Ocean-Thermal Energy Will Get Bahamas Debut

Ocean Thermal Energy and Bahamas Electricity have signed a Memorandum of Understanding to develop two ocean thermal energy conversion (OTEC) plants in the Bahamas. Upon completion, the two plants will be the world’s first commercially viable ocean-thermal plants that produce electricity and potable water, while also providing a site for commercial sustainable food production, Ocean Thermal said.

Ocean thermal technology uses the temperature differential between warm surface seawater and cold deep ocean water to generate both baseload electricity and potable water. Warm surface water is used to boil ammonia into steam, which spins a turbine. Then, cool water is used to condense the ammonia, providing a seamless process for generating electricity. The technology can also purify water for agricultural use, and use cool seawater to meet refrigeration and district cooling needs (see illustration below). In the United States, an ocean thermal energy conversion project is ongoing off the coast of Hawaii, with the U.S. Naval Facilities Engineering Command turning to Lockheed Martin to design a plant.

ocean thermal energy conversion, Ocean Thermal Energy

image via Ocean Thermal Energy

The agreement will support the construction of the two plants, which will be owned and operated by Ocean Thermal. Power produced by the plants will be purchased by Bahamas Electricity, the largest utility in the region, serving 85 percent of all electricity customers in the Commonwealth of the Bahamas.

“OTEC is a market-driven clean technology energy solution that will have a positive impact for millions of people in the years to come,” said Jeremy P. Feakins, chairman of the board and chief executive officer at Ocean Thermal.  “While these first two OTEC plants are an important step in the right direction, in the near future we look forward to building additional OTEC plants with even higher capacity offering clean power generation, potable water production and sustainable food production.”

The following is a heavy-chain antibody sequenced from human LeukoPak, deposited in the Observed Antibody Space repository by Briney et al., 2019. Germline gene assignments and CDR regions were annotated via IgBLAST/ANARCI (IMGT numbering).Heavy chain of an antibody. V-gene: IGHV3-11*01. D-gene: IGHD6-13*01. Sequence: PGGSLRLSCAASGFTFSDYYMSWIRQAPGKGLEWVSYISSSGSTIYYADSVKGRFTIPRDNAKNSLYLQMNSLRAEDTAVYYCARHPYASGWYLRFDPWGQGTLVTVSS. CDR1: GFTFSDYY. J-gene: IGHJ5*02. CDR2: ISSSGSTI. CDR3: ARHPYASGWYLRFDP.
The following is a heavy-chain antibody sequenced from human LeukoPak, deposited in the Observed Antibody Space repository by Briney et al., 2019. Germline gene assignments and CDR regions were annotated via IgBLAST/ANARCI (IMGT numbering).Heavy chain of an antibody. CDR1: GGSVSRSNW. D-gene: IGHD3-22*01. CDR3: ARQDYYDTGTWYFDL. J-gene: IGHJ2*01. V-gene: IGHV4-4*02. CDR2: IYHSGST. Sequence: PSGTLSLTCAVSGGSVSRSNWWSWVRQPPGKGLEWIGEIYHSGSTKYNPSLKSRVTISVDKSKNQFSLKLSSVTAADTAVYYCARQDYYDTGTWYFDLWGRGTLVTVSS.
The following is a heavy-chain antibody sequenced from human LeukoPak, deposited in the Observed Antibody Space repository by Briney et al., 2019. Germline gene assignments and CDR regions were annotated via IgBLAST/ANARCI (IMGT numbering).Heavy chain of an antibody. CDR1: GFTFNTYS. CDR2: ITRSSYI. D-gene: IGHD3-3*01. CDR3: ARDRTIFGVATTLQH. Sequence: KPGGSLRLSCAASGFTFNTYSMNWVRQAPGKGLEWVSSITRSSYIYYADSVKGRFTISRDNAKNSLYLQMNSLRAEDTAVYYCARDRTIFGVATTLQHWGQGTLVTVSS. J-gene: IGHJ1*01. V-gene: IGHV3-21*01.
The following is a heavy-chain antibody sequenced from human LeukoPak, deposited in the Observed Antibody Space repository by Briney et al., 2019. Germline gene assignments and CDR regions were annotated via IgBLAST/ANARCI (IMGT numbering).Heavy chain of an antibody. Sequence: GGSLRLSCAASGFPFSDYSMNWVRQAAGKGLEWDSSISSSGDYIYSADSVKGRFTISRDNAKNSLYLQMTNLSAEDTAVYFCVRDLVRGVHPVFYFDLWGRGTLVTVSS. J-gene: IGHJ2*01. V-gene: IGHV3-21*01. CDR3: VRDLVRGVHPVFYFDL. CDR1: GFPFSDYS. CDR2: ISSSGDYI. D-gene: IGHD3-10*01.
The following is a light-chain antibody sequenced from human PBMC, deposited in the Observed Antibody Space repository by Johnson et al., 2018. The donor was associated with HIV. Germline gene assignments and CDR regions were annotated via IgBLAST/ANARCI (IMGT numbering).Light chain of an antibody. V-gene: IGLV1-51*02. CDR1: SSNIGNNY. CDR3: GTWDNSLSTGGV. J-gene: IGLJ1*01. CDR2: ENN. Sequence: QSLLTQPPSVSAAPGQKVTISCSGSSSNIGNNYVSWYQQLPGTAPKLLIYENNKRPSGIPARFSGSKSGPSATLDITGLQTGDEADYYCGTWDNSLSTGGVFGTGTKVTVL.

Lauren Craig is a writer and consultant living in Seattle, WA. She holds an M.S. in International Development from Tulane University, and is co-founder of Sustainable Systems Integrators, LLC., an employee-owned solar energy design and installation firm in New Orleans, LA. She is also certified in PV design and installation by the North American Board of Certified Energy Practitioners (NABCEP).

    • Mike Straub

      This is truly exciting news and can really prove to the world how OTEC can really improve the lives of people living around the world. u00a0To stay up to date on all OTEC news and events, be sure to follow The ON Project.nnhttp://www.theonproject.org/?utm_source=earthtechling&utm_medium=article&utm_campaign=TheOnProject

    • Binda Smith

      Atu00a0 Bahamas u00a0weninvite you to explore all of the islands in Bahamas . Afternyou reach in any islands of Bahamas youu2019llnrealize the beauty of each island extends far beyond our extraordinary naturalnwonders. Weu00a0guarantee smiles on your faces, enjoy every moments of yournlife with the Bahamian. u00a0A colorful world is waiting to congratulate you.

    • http://www.theonproject.org/?utm_source=earthtechling&utm_medium=article&utm_campaign=TheOnProject Mike Straub

      Thisnis truly exciting news and can really prove to the world how OTEC cannreally improve the lives of people living around the world. u00a0Tonstay up to date on all OTEC news and events, be sure to follow The ONnProject.http://www.theonproject.org/?utm_source=earthtechling&utm_medium=article&utm_campaign=TheOnProjectn

    • Pingback: OTEC, Energy From the Sea « emerginggreen

    • Berend Jan Kleute

      OTEC enthusiasts can come together and shareninformation within the OTEC LinkedIn Group. We welcome you to join the OTECncommunity!nnu00a0nnPlease use this link:u00a0http://www.linkedin.com/groups?about=&gid=1094997u00a0